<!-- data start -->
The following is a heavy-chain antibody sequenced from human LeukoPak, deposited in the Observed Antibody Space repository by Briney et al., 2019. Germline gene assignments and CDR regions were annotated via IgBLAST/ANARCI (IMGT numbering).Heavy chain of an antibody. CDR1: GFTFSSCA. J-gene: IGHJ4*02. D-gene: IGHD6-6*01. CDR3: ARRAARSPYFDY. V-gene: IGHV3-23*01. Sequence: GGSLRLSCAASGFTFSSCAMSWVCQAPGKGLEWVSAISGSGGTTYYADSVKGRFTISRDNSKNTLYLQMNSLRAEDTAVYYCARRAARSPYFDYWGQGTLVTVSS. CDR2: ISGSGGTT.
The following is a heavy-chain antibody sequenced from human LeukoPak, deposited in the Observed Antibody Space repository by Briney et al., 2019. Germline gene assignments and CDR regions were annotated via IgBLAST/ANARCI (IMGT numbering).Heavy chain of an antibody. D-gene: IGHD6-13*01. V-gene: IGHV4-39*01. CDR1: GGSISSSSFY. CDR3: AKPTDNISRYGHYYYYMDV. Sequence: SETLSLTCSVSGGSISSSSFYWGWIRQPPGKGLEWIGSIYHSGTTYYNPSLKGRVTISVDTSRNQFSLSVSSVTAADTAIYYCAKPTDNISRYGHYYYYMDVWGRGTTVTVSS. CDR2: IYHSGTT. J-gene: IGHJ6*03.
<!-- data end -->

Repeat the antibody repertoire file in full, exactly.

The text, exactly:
The following is a heavy-chain antibody sequenced from human LeukoPak, deposited in the Observed Antibody Space repository by Briney et al., 2019. Germline gene assignments and CDR regions were annotated via IgBLAST/ANARCI (IMGT numbering).Heavy chain of an antibody. CDR1: GFTFSSCA. J-gene: IGHJ4*02. D-gene: IGHD6-6*01. CDR3: ARRAARSPYFDY. V-gene: IGHV3-23*01. Sequence: GGSLRLSCAASGFTFSSCAMSWVCQAPGKGLEWVSAISGSGGTTYYADSVKGRFTISRDNSKNTLYLQMNSLRAEDTAVYYCARRAARSPYFDYWGQGTLVTVSS. CDR2: ISGSGGTT.
The following is a heavy-chain antibody sequenced from human LeukoPak, deposited in the Observed Antibody Space repository by Briney et al., 2019. Germline gene assignments and CDR regions were annotated via IgBLAST/ANARCI (IMGT numbering).Heavy chain of an antibody. D-gene: IGHD6-13*01. V-gene: IGHV4-39*01. CDR1: GGSISSSSFY. CDR3: AKPTDNISRYGHYYYYMDV. Sequence: SETLSLTCSVSGGSISSSSFYWGWIRQPPGKGLEWIGSIYHSGTTYYNPSLKGRVTISVDTSRNQFSLSVSSVTAADTAIYYCAKPTDNISRYGHYYYYMDVWGRGTTVTVSS. CDR2: IYHSGTT. J-gene: IGHJ6*03.